At the Abyss: An Insider's History of the Cold War, written by Thomas C. Reed, a former Air Force secretary who served in the US National Security Council during the Reagan administration, documents how software and other technology was deliberately created with flaws as part of US attempts to undermine the Soviet economy.
In his book, Reed says the pipeline explosion was just one example of "cold-eyed economic warfare" against the Soviet Union at a time when the US was trying to block Western Europe from importing Soviet natural gas. The CIA slipped the flawed software to the Soviets in a way they would not detect it, according to Reed.
The book is likely to add fuel to the debate over open-source software, which many governments are examining with increasing interest. The Chinese government is one such, with Red Flag Linux gaining increasing traction in China, and proprietary software companies such as Microsoft scrambling to reassure them that the closed-source model does not pose risks.
"In order to disrupt the Soviet gas supply, its hard currency earnings from the West, and the internal Russian economy, the pipeline software that was to run the pumps, turbines, and valves was programmed to go haywire, after a decent interval, to reset pump speeds and valve settings to produce pressures far beyond those acceptable to pipeline joints and welds," Reed wrote. "The result was the most monumental non-nuclear explosion and fire ever seen from space."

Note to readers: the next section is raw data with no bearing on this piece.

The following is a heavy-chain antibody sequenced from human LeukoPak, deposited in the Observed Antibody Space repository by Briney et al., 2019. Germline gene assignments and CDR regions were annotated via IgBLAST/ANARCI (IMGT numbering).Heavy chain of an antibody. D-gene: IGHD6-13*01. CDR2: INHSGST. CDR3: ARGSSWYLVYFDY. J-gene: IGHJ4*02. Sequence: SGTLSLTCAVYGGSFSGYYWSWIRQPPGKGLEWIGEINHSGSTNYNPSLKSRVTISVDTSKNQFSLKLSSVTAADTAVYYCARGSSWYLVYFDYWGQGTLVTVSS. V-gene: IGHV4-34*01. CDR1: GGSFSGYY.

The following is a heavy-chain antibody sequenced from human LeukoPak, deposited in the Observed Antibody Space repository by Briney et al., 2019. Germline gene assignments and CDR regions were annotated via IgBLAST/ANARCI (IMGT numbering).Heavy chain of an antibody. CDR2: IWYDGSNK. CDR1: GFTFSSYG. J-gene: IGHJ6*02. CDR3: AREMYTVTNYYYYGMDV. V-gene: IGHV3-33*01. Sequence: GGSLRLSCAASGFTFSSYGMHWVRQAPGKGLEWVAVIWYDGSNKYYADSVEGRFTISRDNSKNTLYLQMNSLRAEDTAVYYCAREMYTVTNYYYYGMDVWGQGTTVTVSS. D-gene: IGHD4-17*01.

"While there were no physical casualties from the pipeline explosion, there was significant damage to the Soviet economy. Its ultimate bankruptcy, not a bloody battle or nuclear exchange, is what brought the Cold War to an end. In time the Soviets came to understand that they had been stealing bogus technology, but now what were they to do? By implication, every cell of the Soviet leviathan might be infected. They had no way of knowing which equipment was sound, which was bogus. All was suspect, which was the intended endgame for the operation."
The faulty software was slipped to the Russians after an agent recruited by the French and dubbed "Farewell" provided a shopping list of Soviet priorities, which focused on stealing Western technology.
Exactly one year ago, China officials announced that the country had signed a pact with Microsoft that would give them access to the highly protected Windows operating system source code. Microsoft chairman Bill Gates hinted at the time that China would be privy to all, not just part, of the source code its government wished to inspect.
The Chinese government and military have previously stated their preference for the rival Linux operating system because its source code is made publicly available.
Source code makes it easier to understand the inner workings of an operating system, and without access to the code, governments like China fear that back doors may be installed to leak out sensitive information.
China is also said to be readying its own 64-bit server chip, as part of an effort to control more of the intellectual property that the country uses.